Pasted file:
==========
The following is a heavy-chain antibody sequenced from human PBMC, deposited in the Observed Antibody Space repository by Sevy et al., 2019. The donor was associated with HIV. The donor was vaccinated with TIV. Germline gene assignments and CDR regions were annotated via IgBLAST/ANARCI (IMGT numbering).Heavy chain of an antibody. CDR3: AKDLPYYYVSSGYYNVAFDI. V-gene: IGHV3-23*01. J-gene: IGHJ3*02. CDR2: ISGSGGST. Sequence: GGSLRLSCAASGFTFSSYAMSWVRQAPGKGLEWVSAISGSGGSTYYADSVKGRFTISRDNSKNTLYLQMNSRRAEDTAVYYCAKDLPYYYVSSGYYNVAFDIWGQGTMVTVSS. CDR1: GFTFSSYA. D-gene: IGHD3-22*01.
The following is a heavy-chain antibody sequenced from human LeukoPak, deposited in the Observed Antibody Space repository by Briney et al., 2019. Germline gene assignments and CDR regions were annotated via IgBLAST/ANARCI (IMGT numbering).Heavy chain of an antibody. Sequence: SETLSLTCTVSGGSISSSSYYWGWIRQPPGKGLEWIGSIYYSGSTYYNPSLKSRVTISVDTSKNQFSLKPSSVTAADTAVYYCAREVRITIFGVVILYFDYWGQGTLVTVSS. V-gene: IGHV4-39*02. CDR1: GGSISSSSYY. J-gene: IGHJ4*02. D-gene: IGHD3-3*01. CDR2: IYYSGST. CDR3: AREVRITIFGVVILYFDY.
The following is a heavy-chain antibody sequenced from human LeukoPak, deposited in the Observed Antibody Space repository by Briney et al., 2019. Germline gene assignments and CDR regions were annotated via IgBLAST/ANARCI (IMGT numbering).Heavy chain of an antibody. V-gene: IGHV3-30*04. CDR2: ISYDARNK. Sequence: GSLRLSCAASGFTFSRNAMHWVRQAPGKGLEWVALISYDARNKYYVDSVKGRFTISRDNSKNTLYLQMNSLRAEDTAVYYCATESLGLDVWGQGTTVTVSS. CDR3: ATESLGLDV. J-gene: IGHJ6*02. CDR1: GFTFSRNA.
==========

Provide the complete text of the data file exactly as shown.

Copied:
The following is a heavy-chain antibody sequenced from human PBMC, deposited in the Observed Antibody Space repository by Sevy et al., 2019. The donor was associated with HIV. The donor was vaccinated with TIV. Germline gene assignments and CDR regions were annotated via IgBLAST/ANARCI (IMGT numbering).Heavy chain of an antibody. CDR3: AKDLPYYYVSSGYYNVAFDI. V-gene: IGHV3-23*01. J-gene: IGHJ3*02. CDR2: ISGSGGST. Sequence: GGSLRLSCAASGFTFSSYAMSWVRQAPGKGLEWVSAISGSGGSTYYADSVKGRFTISRDNSKNTLYLQMNSRRAEDTAVYYCAKDLPYYYVSSGYYNVAFDIWGQGTMVTVSS. CDR1: GFTFSSYA. D-gene: IGHD3-22*01.
The following is a heavy-chain antibody sequenced from human LeukoPak, deposited in the Observed Antibody Space repository by Briney et al., 2019. Germline gene assignments and CDR regions were annotated via IgBLAST/ANARCI (IMGT numbering).Heavy chain of an antibody. Sequence: SETLSLTCTVSGGSISSSSYYWGWIRQPPGKGLEWIGSIYYSGSTYYNPSLKSRVTISVDTSKNQFSLKPSSVTAADTAVYYCAREVRITIFGVVILYFDYWGQGTLVTVSS. V-gene: IGHV4-39*02. CDR1: GGSISSSSYY. J-gene: IGHJ4*02. D-gene: IGHD3-3*01. CDR2: IYYSGST. CDR3: AREVRITIFGVVILYFDY.
The following is a heavy-chain antibody sequenced from human LeukoPak, deposited in the Observed Antibody Space repository by Briney et al., 2019. Germline gene assignments and CDR regions were annotated via IgBLAST/ANARCI (IMGT numbering).Heavy chain of an antibody. V-gene: IGHV3-30*04. CDR2: ISYDARNK. Sequence: GSLRLSCAASGFTFSRNAMHWVRQAPGKGLEWVALISYDARNKYYVDSVKGRFTISRDNSKNTLYLQMNSLRAEDTAVYYCATESLGLDVWGQGTTVTVSS. CDR3: ATESLGLDV. J-gene: IGHJ6*02. CDR1: GFTFSRNA.